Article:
Metalworkin’ and Gunslingin’


Mary, Anya, and I checked off the letters F and S on the Alphabet Bar List the other night. We headed to Somerville to Foundry on Elm and Saloon.

We scored seats in the middle of the bar at Foundry and Elm. I was pleased to discover an interesting beer list; I ordered a Double Point Toasted Lager.









We enjoyed our salads and fries and the bartender was friendly. All-around good experience.










Saloon is a few doors down from Foundry. Like Back Bar, it has an unassuming entrance. You come upon two bouncers in front of what looks like an entrance to an office building. The only tip is a small globe-shaped light that says “Saloon.”












There weren’t any seats at the bar, and no one was standing at it. We asked the hostess for guidance and she made space for us at a tiny table in the dining area. Bonus points for the accommodating hostess!

I tried the Saloon Pale Ale. It had a nice kick to it. And I quite enjoyed drinking out of a jelly glass. I was feeling the speakeasy atmosphere; it was dark, windowless, and the walls were exposed brick. I’d like to return and try the food sometime.










The next outing is in a few weeks…destination is the Back Bay or South End. Any recommendations?













Broke Through My First Brick Wall

I broke through my first brick wall recently!

A metaphorical, genealogical brick wall, that is.

I can’t even describe the surprise, relief, and elation I felt ALL AT ONCE. It’s a once-in-a-lifetime feeling.

My family tree has pretty long branches—some going back to the 1600s even. Except for one lonely, stubby branch. This branch has been lonely and stubby ever since I started researching the family tree a couple of years ago.

It’s my mom’s maternal branch. Everyone in this branch is long gone, and my mom only knows a few oral stories. So for the past couple of years, all I’ve found on her Italian grandparents are a few Pennsylvania census records and a couple of ship manifests (passenger lists).

Anyway. So I had a rough idea of their towns of birth, but I wanted confirmation. I sent away for their death certificates, hoping that they would have their towns of birth listed. Nope. I sent away for their naturalization records, which were not found. I spent hours looking at 20 years’ worth of Gioia Tauro birth records on microfilm, hoping to find my great-grandmother’s birth record, to no avail.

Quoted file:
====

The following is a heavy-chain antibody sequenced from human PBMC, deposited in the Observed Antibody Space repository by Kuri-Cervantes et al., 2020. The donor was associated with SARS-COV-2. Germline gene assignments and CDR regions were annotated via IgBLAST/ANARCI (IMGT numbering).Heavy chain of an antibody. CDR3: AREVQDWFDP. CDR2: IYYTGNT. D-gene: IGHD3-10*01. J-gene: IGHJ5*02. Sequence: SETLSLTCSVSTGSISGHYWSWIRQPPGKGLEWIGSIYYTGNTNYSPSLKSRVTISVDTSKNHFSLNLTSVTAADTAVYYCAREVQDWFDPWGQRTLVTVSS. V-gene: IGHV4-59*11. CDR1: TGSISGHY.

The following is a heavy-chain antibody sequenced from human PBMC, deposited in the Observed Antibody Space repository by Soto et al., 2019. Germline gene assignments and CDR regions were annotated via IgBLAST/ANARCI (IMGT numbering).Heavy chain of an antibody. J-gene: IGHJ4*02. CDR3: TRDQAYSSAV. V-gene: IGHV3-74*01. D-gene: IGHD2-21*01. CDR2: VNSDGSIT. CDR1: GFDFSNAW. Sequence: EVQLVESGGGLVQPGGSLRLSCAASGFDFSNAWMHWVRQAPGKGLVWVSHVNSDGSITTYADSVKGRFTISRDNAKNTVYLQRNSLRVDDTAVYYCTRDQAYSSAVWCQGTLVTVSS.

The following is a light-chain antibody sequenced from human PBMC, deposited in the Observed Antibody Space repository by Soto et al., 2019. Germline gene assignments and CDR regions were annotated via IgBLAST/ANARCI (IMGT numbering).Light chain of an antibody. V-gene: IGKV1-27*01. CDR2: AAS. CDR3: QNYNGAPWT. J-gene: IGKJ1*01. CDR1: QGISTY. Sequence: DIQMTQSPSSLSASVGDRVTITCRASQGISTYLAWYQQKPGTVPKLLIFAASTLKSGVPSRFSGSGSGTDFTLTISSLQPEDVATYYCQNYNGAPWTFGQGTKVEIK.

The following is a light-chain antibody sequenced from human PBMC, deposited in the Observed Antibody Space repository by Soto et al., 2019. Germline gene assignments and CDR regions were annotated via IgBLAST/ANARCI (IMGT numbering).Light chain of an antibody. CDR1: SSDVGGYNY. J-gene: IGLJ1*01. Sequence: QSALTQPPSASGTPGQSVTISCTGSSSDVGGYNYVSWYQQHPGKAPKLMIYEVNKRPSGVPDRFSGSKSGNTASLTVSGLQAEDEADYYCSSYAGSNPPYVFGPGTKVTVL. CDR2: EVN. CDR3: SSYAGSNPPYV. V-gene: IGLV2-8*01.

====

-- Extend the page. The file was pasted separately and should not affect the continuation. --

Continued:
And then.

I decided to look on again, where I had found the Gioia Tauro microfilm. I had checked the available records for Grizzana Morandi, my great-grandfather’s alleged birthplace, before. There wasn’t any microfilm available. But when I checked this time, there was a link. Had I missed that link before?? The link took me to a list of online records! The available birth records started the year after he was born so no go there. I noticed that there were some marriage and death records listed as well. I didn’t think that they would get married in HIS hometown. But might as well check…

I hastily figured out their approximate year of marriage and started looking through the 100-page online document. There was no index; I just had to page through. Now mind you, these documents are all in handwritten Italian. I skimmed name after name until page 24. I read their names incredulously: Francesco Grandi and Francesca Repaci. I let out a gasp. But they were common names, after all. I kept skimming, looking for any other clues. And lo and behold, there were their parents’ names!!!

I yelled; I cried. I have no idea what this record says, but I could make out that they were both living in Gioia Tauro at the time and that civil officers from both towns had stamped the record.

So now I know where they were born: She was born in Palmi, south of Gioia Tauro, and he was born in Vimignano, outside of Grizzana Morandi. This record makes my quest to piece together their lives before their arrival in the United States that much more possible. I’m on the other side of the brick wall…


A page of my great-grandparents' marriage record
A page of my great-grandparents’ marriage record

A New Acronym


I am now an ABR, thanks to this little peanut:

Little Peanut aka Niyah










ABR stands for “Auntie by Relation,” according to the author of this book:











Time to crack open this book and work on my savviness. Do any of you ABRs or ABCs (Aunties By Choice) have any tips to share?

I am already thinking about Niyah’s betrothal to Prince George. No need to inform my brother just yet that his daughter will be attending the same college as Prince George. St. Andrews perhaps?

Courtesy of
Courtesy of


The Way Life Should Be

I went to Bar Harbor, Maine, for the second time a few weeks ago. It made such an impression on me seven years ago that when I returned, I felt as if no time had passed.

I went to my favorite shops, which were all still there. I went to the movie theater that serves pizza and beer. I drove along the Park Loop Road in Acadia National Park and it was just as magical. Acadia is the type of place that is just as breathtaking enveloped in fog as it is on a sunny, cloudless day.

I think this is Otter Cliff in Acadia.








An island in Frenchman Bay
An island in Frenchman Bay










Bar Harbor is an eight-hour drive from where I live, so it’s not around the corner. But, as the shop owner said to me after I mentioned that I hadn’t been back in seven years, “You need to visit more often.”

I do, and I will.

Jordan Pond in Acadia
Jordan Pond in Acadia